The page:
Karen Wilson-Buterbaugh has written an article on the post traumatic effects of losing a child to adoption.
The 21 page article details how unwed motherhood came to be viewed as a neurotic problem by social workers, saying "Exiled mothers began their journey as pregnant, unmarried women in America" and then discusses "incarceration" and brainwashing, and coercive practices as well as legal and civil rights violations.
"Before WWII," Butterbaugh points out, "an unmarried expectant girl would likely have been sent to a maternity home where evangelical Christian married women would have helped her keep and raise her baby" citing maternity homes stating that was their goal - as agencies and adoption crisis centers claim to do do today.
Unfortunately, as far as I am concerned, she limits these ill-effects to those who lost their children between 1945 and 1973 -- as if it's just been a JOY for those who experienced the same loss before or after that select time period, or as if the entire issue magically ceased to exist at the stroke of midnight December 31, 1973 and all mothers got to keep their babies and live happily ever after.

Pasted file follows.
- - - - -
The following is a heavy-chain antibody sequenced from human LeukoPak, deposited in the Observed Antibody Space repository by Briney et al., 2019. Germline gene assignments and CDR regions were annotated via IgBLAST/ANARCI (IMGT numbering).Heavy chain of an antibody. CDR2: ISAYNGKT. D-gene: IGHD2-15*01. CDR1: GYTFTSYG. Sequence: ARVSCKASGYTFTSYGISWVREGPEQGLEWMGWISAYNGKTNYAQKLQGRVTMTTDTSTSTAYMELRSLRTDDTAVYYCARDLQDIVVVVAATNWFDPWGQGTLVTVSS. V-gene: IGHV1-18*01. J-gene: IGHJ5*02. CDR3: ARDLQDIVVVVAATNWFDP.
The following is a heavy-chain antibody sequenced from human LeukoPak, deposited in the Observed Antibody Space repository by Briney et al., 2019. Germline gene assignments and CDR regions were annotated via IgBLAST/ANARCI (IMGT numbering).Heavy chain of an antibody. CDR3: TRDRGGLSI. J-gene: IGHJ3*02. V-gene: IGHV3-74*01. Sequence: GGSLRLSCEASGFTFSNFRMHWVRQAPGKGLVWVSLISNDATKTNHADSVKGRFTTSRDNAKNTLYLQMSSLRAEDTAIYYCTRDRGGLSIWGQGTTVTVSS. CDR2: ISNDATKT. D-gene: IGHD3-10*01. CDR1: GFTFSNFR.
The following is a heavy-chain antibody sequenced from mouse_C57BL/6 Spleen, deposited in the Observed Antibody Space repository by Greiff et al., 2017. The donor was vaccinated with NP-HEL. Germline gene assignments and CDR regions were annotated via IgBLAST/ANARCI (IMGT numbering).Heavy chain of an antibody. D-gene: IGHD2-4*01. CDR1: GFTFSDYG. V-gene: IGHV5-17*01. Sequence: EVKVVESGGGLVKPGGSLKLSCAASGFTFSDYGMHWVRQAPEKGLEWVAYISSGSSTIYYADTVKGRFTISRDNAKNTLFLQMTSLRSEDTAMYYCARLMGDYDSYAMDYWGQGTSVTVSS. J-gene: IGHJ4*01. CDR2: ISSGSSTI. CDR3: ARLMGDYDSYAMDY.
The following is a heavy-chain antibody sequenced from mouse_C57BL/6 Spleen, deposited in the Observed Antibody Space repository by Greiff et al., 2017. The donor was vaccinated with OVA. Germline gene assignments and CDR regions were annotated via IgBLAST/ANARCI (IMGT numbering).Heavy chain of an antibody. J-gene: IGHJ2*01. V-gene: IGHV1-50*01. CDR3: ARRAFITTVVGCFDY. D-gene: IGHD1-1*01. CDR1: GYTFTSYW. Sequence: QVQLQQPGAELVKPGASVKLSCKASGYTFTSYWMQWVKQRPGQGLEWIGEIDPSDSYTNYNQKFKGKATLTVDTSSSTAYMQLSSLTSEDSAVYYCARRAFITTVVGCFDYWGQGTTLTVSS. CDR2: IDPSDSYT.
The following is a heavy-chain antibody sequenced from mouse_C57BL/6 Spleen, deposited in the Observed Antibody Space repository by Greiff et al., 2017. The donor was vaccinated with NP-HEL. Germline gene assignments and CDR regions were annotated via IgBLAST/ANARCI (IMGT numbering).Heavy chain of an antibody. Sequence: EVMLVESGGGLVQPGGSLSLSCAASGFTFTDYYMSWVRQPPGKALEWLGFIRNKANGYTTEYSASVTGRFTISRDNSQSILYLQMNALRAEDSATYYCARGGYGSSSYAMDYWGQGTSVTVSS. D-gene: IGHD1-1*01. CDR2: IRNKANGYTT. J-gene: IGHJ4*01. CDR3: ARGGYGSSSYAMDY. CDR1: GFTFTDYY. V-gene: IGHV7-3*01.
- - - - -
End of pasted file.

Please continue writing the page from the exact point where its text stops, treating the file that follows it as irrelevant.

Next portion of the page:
The well documented article is a valuable contribution as it contains a wealth of information on PTSD and the lifelong effects of loss of a child to adoption with 4 pages of references.
However, it saddens me that some find it necessary to time-limit this issue as if it occurred ONLY during specific years which, seems to throw other mothers under the bus. Every point about "BSE Mothers" not making an informed choice can too easily be read as if other mothers ARE able to do so!
Every statement such as: "Legal protections afforded every other United States citizen were ignored or denied to unmarried American mothers by adoption workers, adoption agencies, and lawyers (often in revenue inducing business partnerships with agencies and maternity homes) who obtained the mothers' so-called 'adoption consent'" [emphasis added] makes it appear to the reader that this no longer applies to mothers today. That all the problem of the past, are past history and have been resolved now that single parenthood is no longer stigmatized.